Alabama House approves spill settlement bill, Medicaid fix

By Kim Chandler, Associated Press

The Alabama House of Representatives approved a plan Wednesday to use the state's oil spill settlement money to pay back money borrowed during a past budget shortfall and for road projects in coastal counties.

 

MONTGOMERY, Ala. (AP) — The Alabama House of Representatives approved a plan Wednesday to use the state's oil spill settlement money to pay back money borrowed during a past budget shortfall and for road projects in coastal counties.

House members approved the compromise bill on an 88-10 vote, sending it to the Alabama Senate for consideration. The state owes about $580 million to two state savings accounts after lawmakers tapped those funds during past budget shortfalls.

"It's time we paid our debts off," House Ways and Means Committee Chairman Steve Clouse said, adding that it was the most responsible thing to do with the settlement dollars.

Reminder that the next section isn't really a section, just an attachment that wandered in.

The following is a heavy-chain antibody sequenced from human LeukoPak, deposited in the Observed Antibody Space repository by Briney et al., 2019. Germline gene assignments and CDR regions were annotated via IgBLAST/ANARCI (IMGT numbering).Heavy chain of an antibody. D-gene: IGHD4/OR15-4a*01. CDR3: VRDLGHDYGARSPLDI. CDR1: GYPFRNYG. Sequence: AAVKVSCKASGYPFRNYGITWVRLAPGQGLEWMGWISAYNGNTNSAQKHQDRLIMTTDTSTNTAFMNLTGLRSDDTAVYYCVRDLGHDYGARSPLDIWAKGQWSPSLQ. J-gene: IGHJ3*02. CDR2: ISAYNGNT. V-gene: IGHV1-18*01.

Lawmakers are in special session to consider a possible state lottery and other proposals to get money to the state's perpetually cash-strapped Medicaid program. As lottery legislation appeared to stall, lawmakers' focus shifted to the oil spill settlement bill as a means to help fill an $85 million funding gap in next year's Medicaid budget.

Paying debt early, Clouse said, would free up about $70 million in state funds that could help avoid Medicaid cuts.

"I would say of all the legislation that we've been talking about, there's probably more optimism for BP than anything else," Senate President Pro Tem Del Marsh said.

Alabama's general fund will get $1 billion over the next 18 years in settlement funds from the 2010 oil spill settlement. Under the bill, the state would take a smaller amount up front — a projected $640 million— by doing a bond issue. About $450 million would be used for debt repayment and $191 million for coastal roads.

Senators in the last regular session feuded over if the bulk of the money should go to south Alabama or should be spread across the state.

"We think it is a good compromise. We'd like to see it happen," Sen. Bill Hightower, R-Mobile, said.

The state owes $161 million to a general fund rainy day account. Alabama voters in 2012 also approved borrowing $437 million from the Alabama Trust Fund — state savings account fueled by offshore drilling royalties __ to avoid cuts to state services.

Clouse said that debt has become a financial albatross for the state.

"I wish we hadn't had borrowed it," Clouse said of the 2012 vote.

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